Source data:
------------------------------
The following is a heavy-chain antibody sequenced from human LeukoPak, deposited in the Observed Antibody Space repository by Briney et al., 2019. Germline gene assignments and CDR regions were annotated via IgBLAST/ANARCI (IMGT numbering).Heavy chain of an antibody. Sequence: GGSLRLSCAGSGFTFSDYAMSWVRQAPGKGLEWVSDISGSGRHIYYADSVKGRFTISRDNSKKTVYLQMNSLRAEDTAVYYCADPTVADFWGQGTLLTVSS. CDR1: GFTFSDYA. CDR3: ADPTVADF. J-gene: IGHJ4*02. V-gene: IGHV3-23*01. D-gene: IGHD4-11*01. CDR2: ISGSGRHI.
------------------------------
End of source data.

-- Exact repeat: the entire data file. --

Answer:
The following is a heavy-chain antibody sequenced from human LeukoPak, deposited in the Observed Antibody Space repository by Briney et al., 2019. Germline gene assignments and CDR regions were annotated via IgBLAST/ANARCI (IMGT numbering).Heavy chain of an antibody. Sequence: GGSLRLSCAGSGFTFSDYAMSWVRQAPGKGLEWVSDISGSGRHIYYADSVKGRFTISRDNSKKTVYLQMNSLRAEDTAVYYCADPTVADFWGQGTLLTVSS. CDR1: GFTFSDYA. CDR3: ADPTVADF. J-gene: IGHJ4*02. V-gene: IGHV3-23*01. D-gene: IGHD4-11*01. CDR2: ISGSGRHI.